There's little left to say about today that hasn't already been said in the earlier MBS MID-DAY
. As that post notes, seeing bond markets take a "lead-off
" outside the existing pre-NFP range is no surprise at all today, even though the telegraphed nature of the move doesn't make it any more palatable. In other words, this is the kind of thing that you know will probably happen, but you hope it won't. The remembered clarity of one's crystal ball is of little solace after the bumps in the road leave it shattered.
Tomorrow remains as important as it ever was in casting the last vote on Fed tapering prospects before the September 18th Announcement.
Until NFP is out, market participants still have to account for the prospect that it could be horribly weaker-than-expected. Thus, if it's not weaker than expected, when unburdened with the need to account for multiple outcomes, rates can naturally move even higher. They can move lower on weaker data as well, but it will take extreme weakness to make a noticeable long-term dent in the trend.
MBS Pricing Snapshot
Pricing shown below is delayed, please note the timestamp at the bottom. Real time pricing
is available via MBS Live.
Pricing as of 4:08 PM EST
Afternoon Reprice Alerts and Updates
Below is a recap of instant Reprice Alerts
and updates issued via email and text alert to MBS Live subscribers
Yet Another Leg Down Into Equities Close; More Reprice Risk
10yr yields broke their heretofore ceiling at 2.986 and are currently up to 2.992. Just that small incremental weakness has translated into a 5 ticks slide for Fannie 4.0s. Most lenders have been liberal in doling out negative reprices today, but this is that special bit of late day weakness that could draw out a few more. All that having been said, if you hadn't locked already today based on the previous alerts, there's not really any extra incentive to do so now.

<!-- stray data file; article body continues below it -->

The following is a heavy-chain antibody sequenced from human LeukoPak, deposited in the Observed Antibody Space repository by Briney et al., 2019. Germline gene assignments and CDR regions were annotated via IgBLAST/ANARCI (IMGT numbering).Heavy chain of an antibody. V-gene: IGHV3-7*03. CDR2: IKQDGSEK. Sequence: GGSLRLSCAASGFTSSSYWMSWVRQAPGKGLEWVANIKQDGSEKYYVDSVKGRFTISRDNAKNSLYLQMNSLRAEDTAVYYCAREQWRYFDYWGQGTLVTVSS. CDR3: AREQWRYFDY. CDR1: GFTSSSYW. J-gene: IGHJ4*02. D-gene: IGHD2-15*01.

MBS Sell-Off Approaching Ludicrous Speed; More Reprice Risk
MBS in particular, are very unhappy to see the overall rates landscape heading where it's heading today. While 10's attempt to level-off around 2.98, Fannie 4.0s continue to sell, now down 20 ticks at 101-24+. Negative reprices are omnipresent, and there's really no great way to rule any particular lender out at this point. We'll be marking 4.5's soon. They're the closest they've been to 4.0s in more than 2 years.
Negative Reprices Are a Constant Risk
Earlier lenders have already repriced negatively and constant pressure on bond markets keeps the risk of additional reprices on the table. 10's are pushing their high yields of the day at 2.981 and Fannie 4.0s are heading down into the 101-20's. 2nd round reprices will soon be a risk if we slide any further and almost every lender is at some risk of an initial negative reprice.
Live Chat Featured Comments
Paul L. Martin : "Agree MG. Rates are rising for the wrong reasons...No income growth, savings is less, stagnant job market, lots of uncertainty regulatory and global uncertainty. The rise in rates is not becaue of 'healthy reasons', but beacuse of market manipulation by Central Bankers and the Traders who move markets."
Bryce Schetselaar : "Seems to me that inventory would just build up and that home prices would stay close to the same."
Michael Gillani : "It's also affordability. If milk goes from $3 - $6 gallon and you have a great job, earning good money and you are not finically strapped, you aren't going to stop buying milk because of the higher price. You may be upset, but it won't stop you from doing it. Now if you're barely earning enough money to buy it at $3 gallon and your job is part time and you're afraid of getting laid off and there are no raises in sight, the higher price will probably have a much bigger impact on the purchase o"